Coming in second place was the scheduling person who left me the following message … “Hi Ms Johnson, this is (first name only) calling from (cancer center) with an urgent message. Please call me back at (main number to cancer center) as soon as possible.” This message may not seem like such an issue until you also have the context that my cancer center is huge and there are probably 20 people working there who have the same first name, rendering it impossible for me to return the message. After over 45 minutes of being transferred around the cancer center, becoming more and more panicked, I finally figured out who called me. The explanation for leaving such a vague and non specific message … HIPAA. Clearly, these people have never read HIPAA. Also, I can HEAR it when people leave the “t” out of my name.

This is an example of dehumanization in that the person leaving the impossible to return message created a panic attack and took hours out of my day that I can’t get back. She was entirely unconcerned about that and didn’t make any effort to understand why I was panicking and also because HIPAA has nothing to do with the cancer center employees’ information. Her leaving her last name or the name of her department was necessary for me to return the call and there was no reasonable reason to withhold that information from me. In this situation, I was treated as if my feelings and the affect on me was entirely inconsequential and without value. In essence, that I am without value.

Third and the absolute worst is the scheduling person who came up to me at the end of my infusion on Valentine’s Day, when I was already late to my next appointment because, as usual, I wasn’t brought back on time for my appointment, to hand me three pages of scheduled appointments. Those three pages were appointments this scheduling person had made for me without checking with me or my doctor to see if I needed any of those appointments or if I was available for said appointments on any of the dates. THREE PAGES!!!

This is dehumanizing in that it assumes that I will simply follow instructions and show up whenever they demand. It is also dehumanizing and condescending to my doctor in that the scheduler was behaving as if she knew more than my doctor by scheduling appointments no medical person who actually knows anything about my care told her that I needed. She was not apologetic or understanding when I asked her how she knew I was available for the appointments. Her assumptions skipped over the fact that I’m a person, a wife, a mother with responsibilities and treated me as if I am a widget to be placed as they desire.

I am fond of telling people that my treatment must fit into my life, not the other way around. Cancer is a big part of my experience and will be for the rest of my life, but cancer is not my life. People in the healthcare system have a responsibility to treat patients as people and to make a concerted effort to ask questions to understand how what they are recommending to me done fits within that patient’s life.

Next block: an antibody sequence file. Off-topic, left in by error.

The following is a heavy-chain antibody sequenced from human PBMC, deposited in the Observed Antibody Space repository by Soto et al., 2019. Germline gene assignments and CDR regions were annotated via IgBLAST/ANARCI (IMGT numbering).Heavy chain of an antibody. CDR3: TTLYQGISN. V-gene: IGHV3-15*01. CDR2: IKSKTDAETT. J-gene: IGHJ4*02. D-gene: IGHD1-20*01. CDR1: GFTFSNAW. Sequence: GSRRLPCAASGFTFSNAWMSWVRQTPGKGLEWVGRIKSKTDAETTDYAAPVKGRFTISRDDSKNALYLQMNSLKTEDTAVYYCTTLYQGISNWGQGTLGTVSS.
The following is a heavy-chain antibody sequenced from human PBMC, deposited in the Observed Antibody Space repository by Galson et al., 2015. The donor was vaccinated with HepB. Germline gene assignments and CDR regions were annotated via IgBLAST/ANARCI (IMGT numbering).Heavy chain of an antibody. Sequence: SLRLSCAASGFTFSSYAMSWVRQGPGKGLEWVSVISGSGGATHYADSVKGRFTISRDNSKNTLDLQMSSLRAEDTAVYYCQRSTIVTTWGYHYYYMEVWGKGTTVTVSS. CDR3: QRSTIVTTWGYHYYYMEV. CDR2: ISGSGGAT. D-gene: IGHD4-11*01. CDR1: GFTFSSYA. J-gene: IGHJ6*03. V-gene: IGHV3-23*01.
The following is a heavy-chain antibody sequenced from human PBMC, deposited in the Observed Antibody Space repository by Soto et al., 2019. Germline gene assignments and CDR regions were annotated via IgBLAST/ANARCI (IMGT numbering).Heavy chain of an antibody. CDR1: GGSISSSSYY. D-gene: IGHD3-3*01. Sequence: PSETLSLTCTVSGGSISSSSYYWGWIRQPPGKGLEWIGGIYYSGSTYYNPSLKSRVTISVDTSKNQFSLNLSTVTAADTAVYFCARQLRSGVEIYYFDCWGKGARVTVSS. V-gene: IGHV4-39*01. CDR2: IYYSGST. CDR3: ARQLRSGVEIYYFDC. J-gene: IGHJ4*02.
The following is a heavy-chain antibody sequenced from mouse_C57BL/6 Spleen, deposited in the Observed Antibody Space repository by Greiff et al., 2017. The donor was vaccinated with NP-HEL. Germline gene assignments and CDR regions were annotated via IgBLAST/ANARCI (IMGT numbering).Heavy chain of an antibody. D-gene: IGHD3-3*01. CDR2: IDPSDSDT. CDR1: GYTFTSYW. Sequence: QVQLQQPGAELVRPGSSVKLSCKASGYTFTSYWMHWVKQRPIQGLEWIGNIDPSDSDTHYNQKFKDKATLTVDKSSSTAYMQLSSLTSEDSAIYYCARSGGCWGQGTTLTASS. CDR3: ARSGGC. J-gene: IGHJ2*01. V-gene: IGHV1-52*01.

In each of these situations, I spoke with the patient’s supervisor. Two out of the three were completely dismissive and only made the situation worse. The culture of dehumanizing patients is something both set and perpetuated by the leadership of any organization. In this situation, it’s pretty clear to me that the culture of my cancer center is to blame.

So, are the relationships with my doctors sufficient enough to overlook a culture of degrading patients?

That’s a question that I’m still trying to answer.

Before anyone thinks I’ve not been proactive, I submitted a five (5) page spreadsheet of concerns and proposed solutions to the leadership of my cancer center last year and I’ve been involved with a working group since that time attempting to address them. While it seems that some of my concerns may be addressed, there is still so very far to go.


When a friend is dying

Before my diagnosis of Stage IV Metastatic Breast Cancer (MBC) in 2017, death wasn’t a concept that had been a significant part of my life experiences. I lost a few grandparents and other extended family as I aged but they were elderly and ill and they were, arguably, ready to be done with living with their physical limitations.

Dealing with the constant death and decline in the MBC community is a very different thing. It’s not generally common within the expected life experience to receive a text from a thirty-something friend that reads something along these lines:

“I’m afraid I might be slowly starting to die.”

A variety of responses occurred to me. You see, those of who are also terminal, we think about this a lot. We talk about death and preparing for death a lot. Yet, for us too, when it’s more immediate for someone else, it’s both difficult to know what to say and it’s also triggering. Triggering our own fears and other feelings about death, our own death.

In this situation, I swallowed my own fear and complicated feelings about my own death and I entered into the discussion. I asked questions, I tried my best to empathize and then I got on Amazon and ordered her some things to make her feel more comfortable. As I’ve often said, I’m a do-er and I show most often love to those around me by doing/giving something.

And then I cried.